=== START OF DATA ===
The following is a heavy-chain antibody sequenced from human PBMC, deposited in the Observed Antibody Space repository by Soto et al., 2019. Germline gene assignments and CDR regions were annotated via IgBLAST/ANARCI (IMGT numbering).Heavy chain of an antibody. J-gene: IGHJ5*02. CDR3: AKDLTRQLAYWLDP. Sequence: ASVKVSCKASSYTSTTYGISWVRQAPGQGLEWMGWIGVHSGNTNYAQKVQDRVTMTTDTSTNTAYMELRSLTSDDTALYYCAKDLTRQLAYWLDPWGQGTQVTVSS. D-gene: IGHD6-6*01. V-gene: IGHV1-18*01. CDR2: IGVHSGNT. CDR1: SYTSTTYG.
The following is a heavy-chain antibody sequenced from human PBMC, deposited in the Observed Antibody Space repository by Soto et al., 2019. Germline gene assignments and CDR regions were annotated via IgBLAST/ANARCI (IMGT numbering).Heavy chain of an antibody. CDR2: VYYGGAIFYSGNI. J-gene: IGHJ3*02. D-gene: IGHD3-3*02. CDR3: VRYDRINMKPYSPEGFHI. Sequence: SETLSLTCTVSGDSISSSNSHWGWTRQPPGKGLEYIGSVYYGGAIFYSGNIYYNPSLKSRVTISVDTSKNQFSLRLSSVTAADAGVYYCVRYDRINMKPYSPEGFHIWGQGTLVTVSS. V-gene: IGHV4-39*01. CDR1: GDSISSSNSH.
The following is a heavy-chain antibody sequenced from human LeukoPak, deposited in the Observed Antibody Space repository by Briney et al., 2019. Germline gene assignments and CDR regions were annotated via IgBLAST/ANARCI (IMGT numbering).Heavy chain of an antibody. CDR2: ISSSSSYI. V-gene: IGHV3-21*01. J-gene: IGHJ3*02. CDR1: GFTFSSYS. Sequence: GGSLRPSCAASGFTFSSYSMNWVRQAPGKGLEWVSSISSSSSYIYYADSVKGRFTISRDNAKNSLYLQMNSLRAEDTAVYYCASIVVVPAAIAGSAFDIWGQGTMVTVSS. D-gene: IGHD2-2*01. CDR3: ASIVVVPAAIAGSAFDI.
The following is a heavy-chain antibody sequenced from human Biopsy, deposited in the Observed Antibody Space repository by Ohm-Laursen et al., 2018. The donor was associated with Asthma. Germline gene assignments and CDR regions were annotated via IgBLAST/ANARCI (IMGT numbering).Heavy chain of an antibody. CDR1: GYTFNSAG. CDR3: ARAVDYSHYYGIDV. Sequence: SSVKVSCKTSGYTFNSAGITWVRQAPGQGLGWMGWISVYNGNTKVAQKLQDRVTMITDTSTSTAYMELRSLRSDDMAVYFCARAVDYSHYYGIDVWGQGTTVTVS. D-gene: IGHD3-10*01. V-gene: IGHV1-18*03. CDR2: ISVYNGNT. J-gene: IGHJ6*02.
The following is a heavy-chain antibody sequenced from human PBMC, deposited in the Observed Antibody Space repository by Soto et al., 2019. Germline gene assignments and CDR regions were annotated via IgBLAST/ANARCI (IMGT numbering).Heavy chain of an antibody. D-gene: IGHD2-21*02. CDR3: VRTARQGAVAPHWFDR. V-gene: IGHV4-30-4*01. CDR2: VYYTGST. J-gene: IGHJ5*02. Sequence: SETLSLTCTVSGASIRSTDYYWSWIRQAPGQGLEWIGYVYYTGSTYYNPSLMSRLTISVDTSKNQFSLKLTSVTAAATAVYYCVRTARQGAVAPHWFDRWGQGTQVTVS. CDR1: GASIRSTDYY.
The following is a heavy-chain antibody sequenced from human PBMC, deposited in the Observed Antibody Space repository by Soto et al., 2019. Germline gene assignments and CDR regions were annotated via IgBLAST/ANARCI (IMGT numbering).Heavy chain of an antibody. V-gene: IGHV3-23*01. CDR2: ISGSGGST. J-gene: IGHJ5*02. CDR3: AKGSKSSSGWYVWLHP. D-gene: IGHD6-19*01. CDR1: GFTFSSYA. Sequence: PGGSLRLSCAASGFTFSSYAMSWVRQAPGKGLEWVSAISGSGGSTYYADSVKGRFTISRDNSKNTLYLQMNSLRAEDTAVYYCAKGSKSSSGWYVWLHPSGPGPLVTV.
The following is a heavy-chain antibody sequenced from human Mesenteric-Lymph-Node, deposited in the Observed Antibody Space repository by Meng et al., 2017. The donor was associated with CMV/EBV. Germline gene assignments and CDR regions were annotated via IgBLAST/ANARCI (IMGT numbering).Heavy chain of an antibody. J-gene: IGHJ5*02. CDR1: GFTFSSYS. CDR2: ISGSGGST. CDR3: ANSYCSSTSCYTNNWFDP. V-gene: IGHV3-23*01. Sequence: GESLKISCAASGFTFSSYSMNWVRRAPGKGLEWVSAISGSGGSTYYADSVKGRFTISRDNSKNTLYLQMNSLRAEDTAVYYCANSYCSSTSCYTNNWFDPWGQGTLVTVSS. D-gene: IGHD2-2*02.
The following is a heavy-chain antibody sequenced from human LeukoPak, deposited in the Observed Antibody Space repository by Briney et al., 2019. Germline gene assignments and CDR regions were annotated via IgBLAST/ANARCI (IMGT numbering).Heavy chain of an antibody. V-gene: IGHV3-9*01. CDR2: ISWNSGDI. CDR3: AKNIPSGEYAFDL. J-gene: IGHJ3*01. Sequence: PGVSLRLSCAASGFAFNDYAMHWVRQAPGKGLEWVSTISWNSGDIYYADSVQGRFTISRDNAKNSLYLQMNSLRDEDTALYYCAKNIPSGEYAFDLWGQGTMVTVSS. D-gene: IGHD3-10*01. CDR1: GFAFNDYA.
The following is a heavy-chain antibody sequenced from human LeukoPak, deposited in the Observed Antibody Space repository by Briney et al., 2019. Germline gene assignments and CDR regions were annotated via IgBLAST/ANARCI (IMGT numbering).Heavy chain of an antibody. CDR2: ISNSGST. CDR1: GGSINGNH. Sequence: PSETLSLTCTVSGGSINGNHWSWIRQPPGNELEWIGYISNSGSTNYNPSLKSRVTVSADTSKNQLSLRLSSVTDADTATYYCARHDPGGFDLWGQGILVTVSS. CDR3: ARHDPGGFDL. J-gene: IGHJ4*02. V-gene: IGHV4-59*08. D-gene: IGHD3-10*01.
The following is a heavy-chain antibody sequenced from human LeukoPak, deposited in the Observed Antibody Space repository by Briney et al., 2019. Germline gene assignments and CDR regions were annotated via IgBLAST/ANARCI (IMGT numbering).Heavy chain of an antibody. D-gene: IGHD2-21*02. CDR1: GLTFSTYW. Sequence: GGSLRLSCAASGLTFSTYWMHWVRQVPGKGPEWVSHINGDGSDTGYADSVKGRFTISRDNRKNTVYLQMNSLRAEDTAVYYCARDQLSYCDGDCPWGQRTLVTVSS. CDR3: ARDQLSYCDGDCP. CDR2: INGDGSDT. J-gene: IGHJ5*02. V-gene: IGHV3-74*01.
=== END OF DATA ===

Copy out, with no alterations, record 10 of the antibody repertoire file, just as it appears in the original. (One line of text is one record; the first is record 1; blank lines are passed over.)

The following is a heavy-chain antibody sequenced from human LeukoPak, deposited in the Observed Antibody Space repository by Briney et al., 2019. Germline gene assignments and CDR regions were annotated via IgBLAST/ANARCI (IMGT numbering).Heavy chain of an antibody. D-gene: IGHD2-21*02. CDR1: GLTFSTYW. Sequence: GGSLRLSCAASGLTFSTYWMHWVRQVPGKGPEWVSHINGDGSDTGYADSVKGRFTISRDNRKNTVYLQMNSLRAEDTAVYYCARDQLSYCDGDCPWGQRTLVTVSS. CDR3: ARDQLSYCDGDCP. CDR2: INGDGSDT. J-gene: IGHJ5*02. V-gene: IGHV3-74*01.